3 Simple Ways to Multiply Keyword Effectiveness: Immediately!

A big part of my philosophy for strategic keyword management centres around three core activities:

  • Knowing how people become aware of your site;
  • Tracking how many of them actually visit your site;
  • Observing what they do whet they get there.

Retailers who have primarily a bricks and mortar establishment can substitute "site" for "shop", "salon", "showroom", "office", and so on. The principle is the same; this isn't about pure SEO.

So, why are these three aspects of keyword research so important?

Keywords Help People to Find You

It doesn't matter whether you are the author of a book, a web site owner, or run a seaside café, people find you because they have needs or desires.

They will express those needs and desires in keywords; whether they want to ask someone in the street, or search online.

Someone who is looking for a latté in Bournemouth is going to be a lot more interested in a café that has a big sign in the window saying "Best Latté in Bournemouth or Your Money Back!" than one offering "Cut Price Cream Teas for Students".

It's the same online.

When someone performs a query, they're only going to click on a site that appears to confirm their needs or desires through the use of keywords. Not just the keywords they type, by the way, but also those that make one sit more attractive than another.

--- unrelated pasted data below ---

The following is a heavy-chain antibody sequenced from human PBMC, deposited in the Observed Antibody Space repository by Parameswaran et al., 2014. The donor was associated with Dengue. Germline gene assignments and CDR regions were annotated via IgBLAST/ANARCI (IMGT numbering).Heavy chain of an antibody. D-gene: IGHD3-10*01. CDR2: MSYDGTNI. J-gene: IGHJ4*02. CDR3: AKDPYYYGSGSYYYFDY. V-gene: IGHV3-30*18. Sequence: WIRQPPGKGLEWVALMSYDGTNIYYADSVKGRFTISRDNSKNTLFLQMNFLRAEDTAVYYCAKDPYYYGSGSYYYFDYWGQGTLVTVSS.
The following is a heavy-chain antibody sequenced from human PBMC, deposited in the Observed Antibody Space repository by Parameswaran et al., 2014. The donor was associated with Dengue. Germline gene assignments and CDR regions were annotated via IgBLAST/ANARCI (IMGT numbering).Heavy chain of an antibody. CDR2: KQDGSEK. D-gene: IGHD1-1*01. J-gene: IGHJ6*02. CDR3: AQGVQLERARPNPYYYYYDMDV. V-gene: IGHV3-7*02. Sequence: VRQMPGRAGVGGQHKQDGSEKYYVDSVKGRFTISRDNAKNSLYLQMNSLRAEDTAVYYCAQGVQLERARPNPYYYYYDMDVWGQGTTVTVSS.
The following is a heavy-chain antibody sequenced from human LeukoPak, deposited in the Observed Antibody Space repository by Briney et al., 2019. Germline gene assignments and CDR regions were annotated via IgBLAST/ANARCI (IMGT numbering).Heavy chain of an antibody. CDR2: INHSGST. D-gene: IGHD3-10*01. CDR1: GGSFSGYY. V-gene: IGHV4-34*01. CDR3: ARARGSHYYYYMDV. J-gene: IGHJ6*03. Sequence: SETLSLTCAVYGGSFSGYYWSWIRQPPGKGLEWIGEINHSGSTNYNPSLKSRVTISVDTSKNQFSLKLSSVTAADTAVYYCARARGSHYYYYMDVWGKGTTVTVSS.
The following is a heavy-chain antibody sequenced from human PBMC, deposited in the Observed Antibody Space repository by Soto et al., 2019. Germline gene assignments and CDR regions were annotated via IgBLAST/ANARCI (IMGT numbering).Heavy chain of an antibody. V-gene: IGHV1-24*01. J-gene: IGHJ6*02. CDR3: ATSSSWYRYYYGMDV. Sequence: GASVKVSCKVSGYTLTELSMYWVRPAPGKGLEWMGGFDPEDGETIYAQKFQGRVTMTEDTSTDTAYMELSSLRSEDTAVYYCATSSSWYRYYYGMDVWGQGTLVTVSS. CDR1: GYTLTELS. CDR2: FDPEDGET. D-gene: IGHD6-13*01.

Knowing what keywords people have used to find your site (whether they've clicked through or not) is useful. It's also a measurable statistic provided by the Search Console, and also, via integration with SC, in StatCounter.com (although they still call it GWT!)

And, this metric is also useful offline: just ask customers how they found you, and from that you'll quickly work out what internal keywords they had in their minds when they made the decision to choose your establishment compared to the others on the high street.

Doing this analysis -- and acting on the results -- takes you from merely advertising, to attracting.

Measuring Attraction Helps Build a Better Campaign

Once you know which keywords are getting you visibility, you need to know which of them are also getting you visitors, or better still, customers.

Typically, a keyword campaign can have one of several goals:
  • building awareness;
  • attracting new customers;
  • re-attracting existing customers;
In the first case, all you want to know is whether your brand is getting seen. Search engines are making that a lot easier these days by including extracts from the landing page associated with a keyword alongside the result.

Managing that meta-data is a vital part of SEO.

The second case is linked to actions. You need to know, having gained awareness, which conjunction of keywords and search entry lead to action. That means putting non-active keywords in the meta-data so that it is displayed.